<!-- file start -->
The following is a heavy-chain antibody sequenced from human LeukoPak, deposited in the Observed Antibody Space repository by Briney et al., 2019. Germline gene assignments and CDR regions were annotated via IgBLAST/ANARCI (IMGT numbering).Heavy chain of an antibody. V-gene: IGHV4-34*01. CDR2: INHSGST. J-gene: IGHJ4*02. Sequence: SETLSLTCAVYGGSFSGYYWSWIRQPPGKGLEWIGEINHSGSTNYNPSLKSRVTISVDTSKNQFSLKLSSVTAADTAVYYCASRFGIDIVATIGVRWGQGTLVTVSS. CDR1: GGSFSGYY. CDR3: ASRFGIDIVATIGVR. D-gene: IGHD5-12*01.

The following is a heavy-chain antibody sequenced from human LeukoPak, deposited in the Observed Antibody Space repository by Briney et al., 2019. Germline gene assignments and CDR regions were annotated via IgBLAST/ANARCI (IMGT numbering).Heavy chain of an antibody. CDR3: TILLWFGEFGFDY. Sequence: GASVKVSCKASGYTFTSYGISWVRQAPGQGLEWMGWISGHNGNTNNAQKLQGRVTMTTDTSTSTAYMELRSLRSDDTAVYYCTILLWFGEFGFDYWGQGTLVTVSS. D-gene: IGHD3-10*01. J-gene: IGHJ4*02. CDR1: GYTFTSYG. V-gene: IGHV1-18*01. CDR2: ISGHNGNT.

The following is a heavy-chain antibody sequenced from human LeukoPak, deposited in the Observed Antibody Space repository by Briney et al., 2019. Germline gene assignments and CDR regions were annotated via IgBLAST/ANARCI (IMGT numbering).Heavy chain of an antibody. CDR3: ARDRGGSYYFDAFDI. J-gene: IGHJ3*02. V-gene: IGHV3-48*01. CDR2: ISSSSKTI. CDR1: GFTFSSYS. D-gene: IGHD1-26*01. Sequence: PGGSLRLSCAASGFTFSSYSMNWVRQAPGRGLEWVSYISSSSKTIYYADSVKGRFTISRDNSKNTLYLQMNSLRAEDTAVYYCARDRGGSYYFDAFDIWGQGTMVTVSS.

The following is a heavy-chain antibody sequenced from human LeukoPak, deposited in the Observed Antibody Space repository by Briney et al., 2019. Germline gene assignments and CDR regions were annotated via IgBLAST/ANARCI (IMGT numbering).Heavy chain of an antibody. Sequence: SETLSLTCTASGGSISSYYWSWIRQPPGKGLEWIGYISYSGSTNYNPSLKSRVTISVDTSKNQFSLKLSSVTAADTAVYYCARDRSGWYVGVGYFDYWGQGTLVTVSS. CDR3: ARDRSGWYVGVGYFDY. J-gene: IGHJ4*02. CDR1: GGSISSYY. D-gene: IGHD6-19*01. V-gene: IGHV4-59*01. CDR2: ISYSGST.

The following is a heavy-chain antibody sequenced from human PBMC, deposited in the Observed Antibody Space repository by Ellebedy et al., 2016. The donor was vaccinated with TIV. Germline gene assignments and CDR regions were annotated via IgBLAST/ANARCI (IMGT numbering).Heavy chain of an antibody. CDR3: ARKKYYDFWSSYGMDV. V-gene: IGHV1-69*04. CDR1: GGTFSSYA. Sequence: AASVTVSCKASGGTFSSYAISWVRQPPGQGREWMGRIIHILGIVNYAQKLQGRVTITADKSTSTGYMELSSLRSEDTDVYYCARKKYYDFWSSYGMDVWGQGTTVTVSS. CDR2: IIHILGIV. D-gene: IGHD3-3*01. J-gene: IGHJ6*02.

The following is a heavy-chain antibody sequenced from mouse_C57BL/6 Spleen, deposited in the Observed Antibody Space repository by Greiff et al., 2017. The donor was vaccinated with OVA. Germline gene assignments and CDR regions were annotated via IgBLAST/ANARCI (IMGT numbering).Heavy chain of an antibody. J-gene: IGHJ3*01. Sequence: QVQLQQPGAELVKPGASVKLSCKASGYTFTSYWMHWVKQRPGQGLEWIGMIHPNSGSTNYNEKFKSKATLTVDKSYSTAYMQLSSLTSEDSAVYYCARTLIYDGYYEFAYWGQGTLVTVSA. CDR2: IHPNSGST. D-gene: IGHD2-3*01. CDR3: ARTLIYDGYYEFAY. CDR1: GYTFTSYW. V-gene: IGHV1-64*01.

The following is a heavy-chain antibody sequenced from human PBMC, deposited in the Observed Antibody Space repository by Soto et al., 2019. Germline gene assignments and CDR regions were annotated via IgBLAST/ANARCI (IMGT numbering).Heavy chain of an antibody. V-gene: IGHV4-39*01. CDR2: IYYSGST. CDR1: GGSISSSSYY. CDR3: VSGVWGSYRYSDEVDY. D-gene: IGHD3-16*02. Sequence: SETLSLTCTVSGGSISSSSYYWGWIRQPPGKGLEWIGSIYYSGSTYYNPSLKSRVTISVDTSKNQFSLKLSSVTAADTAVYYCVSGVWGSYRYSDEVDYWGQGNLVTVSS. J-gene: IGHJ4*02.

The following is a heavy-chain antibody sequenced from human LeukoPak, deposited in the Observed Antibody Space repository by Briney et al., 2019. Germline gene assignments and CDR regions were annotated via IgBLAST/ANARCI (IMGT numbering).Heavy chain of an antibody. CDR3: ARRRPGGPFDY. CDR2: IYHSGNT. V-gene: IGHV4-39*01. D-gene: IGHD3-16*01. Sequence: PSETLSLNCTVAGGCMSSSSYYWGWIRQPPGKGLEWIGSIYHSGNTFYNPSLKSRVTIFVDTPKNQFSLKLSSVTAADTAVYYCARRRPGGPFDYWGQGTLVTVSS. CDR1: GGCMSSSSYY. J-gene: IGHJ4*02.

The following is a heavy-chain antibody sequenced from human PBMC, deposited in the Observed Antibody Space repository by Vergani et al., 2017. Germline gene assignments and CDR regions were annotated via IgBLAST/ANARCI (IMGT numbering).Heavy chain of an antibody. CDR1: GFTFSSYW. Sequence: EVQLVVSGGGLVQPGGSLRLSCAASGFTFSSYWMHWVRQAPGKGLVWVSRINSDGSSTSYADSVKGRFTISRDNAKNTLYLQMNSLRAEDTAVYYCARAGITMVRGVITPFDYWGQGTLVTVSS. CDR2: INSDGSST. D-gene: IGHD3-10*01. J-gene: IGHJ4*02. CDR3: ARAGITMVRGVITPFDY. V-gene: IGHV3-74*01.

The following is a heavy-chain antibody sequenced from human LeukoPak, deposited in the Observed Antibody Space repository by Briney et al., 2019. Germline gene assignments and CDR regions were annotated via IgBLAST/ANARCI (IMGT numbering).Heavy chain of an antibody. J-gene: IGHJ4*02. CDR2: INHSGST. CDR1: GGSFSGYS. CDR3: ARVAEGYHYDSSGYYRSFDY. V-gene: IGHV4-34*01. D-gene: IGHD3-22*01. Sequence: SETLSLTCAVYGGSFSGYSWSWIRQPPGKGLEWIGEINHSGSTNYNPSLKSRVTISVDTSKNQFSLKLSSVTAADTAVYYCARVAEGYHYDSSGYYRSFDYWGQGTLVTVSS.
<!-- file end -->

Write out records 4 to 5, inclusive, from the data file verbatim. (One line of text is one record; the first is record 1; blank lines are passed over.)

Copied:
The following is a heavy-chain antibody sequenced from human LeukoPak, deposited in the Observed Antibody Space repository by Briney et al., 2019. Germline gene assignments and CDR regions were annotated via IgBLAST/ANARCI (IMGT numbering).Heavy chain of an antibody. Sequence: SETLSLTCTASGGSISSYYWSWIRQPPGKGLEWIGYISYSGSTNYNPSLKSRVTISVDTSKNQFSLKLSSVTAADTAVYYCARDRSGWYVGVGYFDYWGQGTLVTVSS. CDR3: ARDRSGWYVGVGYFDY. J-gene: IGHJ4*02. CDR1: GGSISSYY. D-gene: IGHD6-19*01. V-gene: IGHV4-59*01. CDR2: ISYSGST.

The following is a heavy-chain antibody sequenced from human PBMC, deposited in the Observed Antibody Space repository by Ellebedy et al., 2016. The donor was vaccinated with TIV. Germline gene assignments and CDR regions were annotated via IgBLAST/ANARCI (IMGT numbering).Heavy chain of an antibody. CDR3: ARKKYYDFWSSYGMDV. V-gene: IGHV1-69*04. CDR1: GGTFSSYA. Sequence: AASVTVSCKASGGTFSSYAISWVRQPPGQGREWMGRIIHILGIVNYAQKLQGRVTITADKSTSTGYMELSSLRSEDTDVYYCARKKYYDFWSSYGMDVWGQGTTVTVSS. CDR2: IIHILGIV. D-gene: IGHD3-3*01. J-gene: IGHJ6*02.